Elowyn Volunteering in Delhi

Elowyn is currently in Delhi volunteering with street children. She also volunteered with Cosmic last year in Ghana. Here is one of her recent blog posts:

Yesterday was my first day of work [in Delhi]…I’m working in a PCI shelter for street boys between the ages of 5 and 18. Until the 28th, there will be two other volunteers working with me: Druvahl and Kavi, Londoners of Kenyan descent.

One of the things we did yesterday, after teaching in the morning, was an outreach trip to the local bus center. There we saw and talked to (those of us that spoke Hindi talked to) about 20 street children aged between 8 and 12ish, most of whom we weren’t allowed to take into the shelter since they were drug addicts. As we spoke to a group of them, they passed around a cloth which they took turns sniffing. We found some perspective children, but since they looked like foreigners (they were runaways from Nepal) they were prime targets for the pimps that were also looking for children, and wouldn’t trust us. This is apparently normal, and we’ll go back almost every day to build up a reputation with them.

Around 3:00, we took the kids out to play soccer in a nearby field. There were 15 of us from the shelter, and more neighborhood children joined in part way through, so we ended up with a game of over twenty. I, as the only woman and obvious foreigner, drew looks as I whooped and yelled and got covered in mud. It was clear, after, that the boys respected me for it, as well as for jumping up and down and waving my arms as I taught, and systematically beating them all at arm wrestling.

The monsoon season started early this year, with the first storms coming on the Sunday before I arrived. This is the earliest they’ve begun in 108 years, which makes the weather a legitimate topic of conversation.

There’s so much to write about: my host family, the kids, the language, the roads, all the oxymorons of life here, the buses, the heat, the humidity, the other volunteers, I don’t know that I could ever do it all justice. Ask me about it in seven weeks. I won’t be able to describe life here. If I start really trying, I won’t be able to stop. Everything here is such an amalgamation… without touching on the whole, each point I make, however true it may be, is looking at close surroundings through a telescope: distorted, inflated, and by omission, nothing like the real world. I’m happy, if that’s the most important point. I feel genuine, genuinely liked, and strong. I care enormously about the individual people here, much more than I anticipated I would. There are major imperfections, but the workarounds are part of what I love most about being here. There is a constant flood of activity, the result of which, for many of the people I see daily and work with, is survival.

In the slums it is impossible to doubt life. Not only are there constant reminders of our own physicality–the sweat literally dripping off of us, the heat, the dirt, and, as the day passes, a mounting exhaustion–but no one shelters any doubts as to what the lack of life, however transient death may be here, looks like. The flies swarm dead rats and dogs in the streets, and although the closest I’ve personally come to seeing human death so far is the occasional procession of men carrying a body covered in flowers on a stretcher, other volunteers have talked of seeing dead children in bags on the side of the street.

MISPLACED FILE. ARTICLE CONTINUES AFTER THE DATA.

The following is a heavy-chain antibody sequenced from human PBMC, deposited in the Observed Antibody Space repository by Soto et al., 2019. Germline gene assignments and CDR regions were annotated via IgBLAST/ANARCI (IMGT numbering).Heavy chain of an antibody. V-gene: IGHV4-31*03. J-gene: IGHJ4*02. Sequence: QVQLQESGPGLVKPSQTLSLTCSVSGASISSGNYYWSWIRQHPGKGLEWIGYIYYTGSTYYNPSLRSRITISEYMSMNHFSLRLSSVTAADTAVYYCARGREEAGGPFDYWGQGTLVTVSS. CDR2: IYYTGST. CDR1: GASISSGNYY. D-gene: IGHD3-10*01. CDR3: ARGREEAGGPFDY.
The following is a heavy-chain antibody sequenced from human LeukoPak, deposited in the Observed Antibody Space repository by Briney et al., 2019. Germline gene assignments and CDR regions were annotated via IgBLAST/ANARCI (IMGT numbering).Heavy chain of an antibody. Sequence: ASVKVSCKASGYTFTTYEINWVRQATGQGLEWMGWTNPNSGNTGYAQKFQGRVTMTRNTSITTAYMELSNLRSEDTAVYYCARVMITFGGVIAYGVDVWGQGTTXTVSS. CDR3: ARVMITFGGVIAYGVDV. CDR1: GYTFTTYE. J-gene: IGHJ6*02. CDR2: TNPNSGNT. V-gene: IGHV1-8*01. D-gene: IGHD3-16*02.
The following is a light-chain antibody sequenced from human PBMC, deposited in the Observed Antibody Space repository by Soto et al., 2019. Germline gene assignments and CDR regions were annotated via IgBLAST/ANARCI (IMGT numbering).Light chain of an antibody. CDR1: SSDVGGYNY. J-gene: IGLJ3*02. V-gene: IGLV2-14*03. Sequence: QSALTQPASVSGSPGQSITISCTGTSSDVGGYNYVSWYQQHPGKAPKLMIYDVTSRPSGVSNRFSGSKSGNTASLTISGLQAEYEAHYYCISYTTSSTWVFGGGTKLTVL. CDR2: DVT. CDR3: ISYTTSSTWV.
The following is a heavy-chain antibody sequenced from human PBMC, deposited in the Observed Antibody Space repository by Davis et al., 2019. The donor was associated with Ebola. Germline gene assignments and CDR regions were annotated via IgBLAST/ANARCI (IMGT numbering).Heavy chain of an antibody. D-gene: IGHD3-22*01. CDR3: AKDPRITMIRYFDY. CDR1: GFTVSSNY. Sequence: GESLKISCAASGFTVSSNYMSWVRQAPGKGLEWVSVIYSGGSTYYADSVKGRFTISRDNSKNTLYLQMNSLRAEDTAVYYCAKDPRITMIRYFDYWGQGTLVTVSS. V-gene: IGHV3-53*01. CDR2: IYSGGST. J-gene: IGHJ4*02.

Of course it bears mentioning that there are areas and aspects of Delhi to which none of this applies. There is a strong upper class which is intellectually unparalleled by most of what I’ve seen at home or while traveling. There are beautiful bookstores and small cafes, gleaming parks and breathtaking temples and monuments, tombs and gardens.

I, working in Old Delhi, simply don’t see affluence as much as I do its counterpart. I’m trying to describe again. There’s no hope for narration, as I explained earlier, but I can give you facts. In response to a comment on my last post (and I’m sorry I can’t remember all your questions, who ever you are), the children, with one exception, speak only a few words of English each. We communicate by facial expressions and body language. They’re teaching me Hindi, but I’m painfully slow.

At the moment, I’m working with a British man named Alex. He’s a great guy, very easy to get along with. This is his first stop on a round the world trip he decided to take after quitting his job. I’m living in South Delhi, and working in Old Delhi. I take the bus most days, but it took a bit of getting used to; on one of my first days of work, I was lifted about six inches off the floor by the pressure of bodies around me, and almost lost a shoe to the crush as I got out.

When Alex and I don’t want to deal with the bus, we take an auto rickshaw. Cycle rickshaws are also widely available. Udit (a brilliant poet my own age, who also happens to be a wonderful person) and I walked in the first Delhi Pride Parade last weekend. Homosexuality is illegal here, punishable by up to 10 years in prison. In surrounding countries, it is met with the death penalty. There have been minor pride parades in India before, with 20-30 people, but ours, expected to bring in about 200, was closer to 1,000. The next day, there was a front page article on it in The Times of India, the photo for which featured, among others, a very cheerful me.